The simple answer is I struggle with non-fiction and biographies. I need a story to hold my interest and once I get into the characters, I want to keep turning the pages. The best fiction takes me to a different setting, sometimes a different period of time as well. Non-fiction lays down facts and events but tells us nothing about what might be going on in someone’s mind. The scenes in Snared are very realistic but the characters and how they act are something that I’ve created. I trained and worked as a counsellor. That doesn’t make me a mind reader but I do have some insight into how people might react to stress and unbearably painful emotions; then as a writer how this can create the most dramatic of scenes. And there are more secrets in the countryside: A 2019 report from the National Rural Crime Network Captive and Controlled tells us “Bucolic rural life, characterised by gentle living, tradition and close-knit communities has a dark side”. That is domestic abuse – “The hidden underbelly of rural communities. Hidden under our noses. Hidden by abusers who like to keep it that way”. Yet more to hide for some of the characters I’ve created and I’ve balanced that against a different, loving relationship, which shows compassion and offers hope.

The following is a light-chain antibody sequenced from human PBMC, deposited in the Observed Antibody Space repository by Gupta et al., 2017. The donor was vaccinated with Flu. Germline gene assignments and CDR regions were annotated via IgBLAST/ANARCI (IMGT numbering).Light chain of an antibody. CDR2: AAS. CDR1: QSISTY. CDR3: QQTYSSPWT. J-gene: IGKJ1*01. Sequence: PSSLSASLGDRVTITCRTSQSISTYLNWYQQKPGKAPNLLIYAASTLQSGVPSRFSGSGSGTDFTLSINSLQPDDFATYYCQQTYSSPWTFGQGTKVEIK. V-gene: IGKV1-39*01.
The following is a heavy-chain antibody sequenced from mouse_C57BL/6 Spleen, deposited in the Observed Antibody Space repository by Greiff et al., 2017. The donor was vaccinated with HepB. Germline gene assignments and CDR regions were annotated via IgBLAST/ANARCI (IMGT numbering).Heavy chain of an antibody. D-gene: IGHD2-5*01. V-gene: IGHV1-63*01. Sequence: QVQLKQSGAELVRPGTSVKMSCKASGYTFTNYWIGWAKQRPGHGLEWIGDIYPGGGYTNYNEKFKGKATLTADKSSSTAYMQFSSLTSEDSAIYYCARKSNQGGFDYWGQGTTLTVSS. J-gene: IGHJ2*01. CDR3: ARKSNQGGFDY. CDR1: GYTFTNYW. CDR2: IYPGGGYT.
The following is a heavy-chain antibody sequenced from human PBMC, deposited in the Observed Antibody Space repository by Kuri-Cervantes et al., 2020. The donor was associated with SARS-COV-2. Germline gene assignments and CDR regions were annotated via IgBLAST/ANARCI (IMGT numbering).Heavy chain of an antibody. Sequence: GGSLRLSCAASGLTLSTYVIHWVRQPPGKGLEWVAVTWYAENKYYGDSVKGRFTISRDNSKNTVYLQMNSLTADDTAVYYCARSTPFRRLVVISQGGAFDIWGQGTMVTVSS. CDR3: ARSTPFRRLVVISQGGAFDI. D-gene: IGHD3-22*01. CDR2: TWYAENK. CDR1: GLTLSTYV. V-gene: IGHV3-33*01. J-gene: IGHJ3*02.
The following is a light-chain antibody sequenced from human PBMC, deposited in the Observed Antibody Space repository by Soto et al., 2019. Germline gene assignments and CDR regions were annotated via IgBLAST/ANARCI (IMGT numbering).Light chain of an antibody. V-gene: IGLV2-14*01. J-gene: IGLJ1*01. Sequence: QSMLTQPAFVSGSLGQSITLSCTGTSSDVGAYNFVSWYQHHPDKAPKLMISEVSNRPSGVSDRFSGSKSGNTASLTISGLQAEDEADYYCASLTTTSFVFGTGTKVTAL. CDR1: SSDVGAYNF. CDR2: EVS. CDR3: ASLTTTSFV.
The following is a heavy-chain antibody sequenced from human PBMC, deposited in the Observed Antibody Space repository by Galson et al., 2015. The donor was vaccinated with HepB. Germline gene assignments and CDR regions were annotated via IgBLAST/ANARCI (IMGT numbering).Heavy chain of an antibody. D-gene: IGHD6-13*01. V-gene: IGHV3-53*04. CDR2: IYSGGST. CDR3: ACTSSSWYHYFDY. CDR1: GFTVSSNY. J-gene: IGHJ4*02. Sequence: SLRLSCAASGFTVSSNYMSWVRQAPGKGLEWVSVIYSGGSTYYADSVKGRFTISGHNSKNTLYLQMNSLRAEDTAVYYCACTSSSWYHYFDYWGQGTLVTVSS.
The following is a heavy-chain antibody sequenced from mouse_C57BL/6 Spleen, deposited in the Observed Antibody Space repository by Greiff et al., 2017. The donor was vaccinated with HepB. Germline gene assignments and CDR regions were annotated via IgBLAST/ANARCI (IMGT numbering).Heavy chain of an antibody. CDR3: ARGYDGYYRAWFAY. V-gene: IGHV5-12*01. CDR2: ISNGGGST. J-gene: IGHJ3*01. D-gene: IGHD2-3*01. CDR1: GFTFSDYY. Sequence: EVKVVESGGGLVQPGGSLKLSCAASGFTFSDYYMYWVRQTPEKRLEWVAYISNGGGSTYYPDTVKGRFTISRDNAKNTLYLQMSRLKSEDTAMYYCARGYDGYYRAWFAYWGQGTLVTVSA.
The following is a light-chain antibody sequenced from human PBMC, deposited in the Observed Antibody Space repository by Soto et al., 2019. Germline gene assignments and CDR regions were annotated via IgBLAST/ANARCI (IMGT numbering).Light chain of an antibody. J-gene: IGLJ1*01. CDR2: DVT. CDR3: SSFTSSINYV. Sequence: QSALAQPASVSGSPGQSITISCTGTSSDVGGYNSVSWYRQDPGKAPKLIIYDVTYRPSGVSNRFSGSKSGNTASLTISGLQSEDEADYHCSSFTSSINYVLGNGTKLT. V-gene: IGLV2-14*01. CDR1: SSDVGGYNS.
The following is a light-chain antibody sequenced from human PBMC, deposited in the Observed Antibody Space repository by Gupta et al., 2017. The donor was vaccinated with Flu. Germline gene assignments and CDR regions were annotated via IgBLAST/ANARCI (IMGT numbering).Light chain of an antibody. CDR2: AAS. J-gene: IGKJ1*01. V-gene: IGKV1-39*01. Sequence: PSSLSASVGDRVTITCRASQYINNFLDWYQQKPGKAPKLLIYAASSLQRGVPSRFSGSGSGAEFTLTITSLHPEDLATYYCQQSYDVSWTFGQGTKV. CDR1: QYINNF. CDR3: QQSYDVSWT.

Why did I write this book?
Over the years I’ve run around the grouse moors of the Peak District and seen them change – not for the better. Swathes of impenetrable undergrowth have been burnt and burnt again and bogs have dried out. The measure for me is if I need to wear tough all-terrain fell running shoes. Instead I can now follow quad bike tracks and square after square of recently burnt heather. “You could go round in carpet slippers” said one conservationist.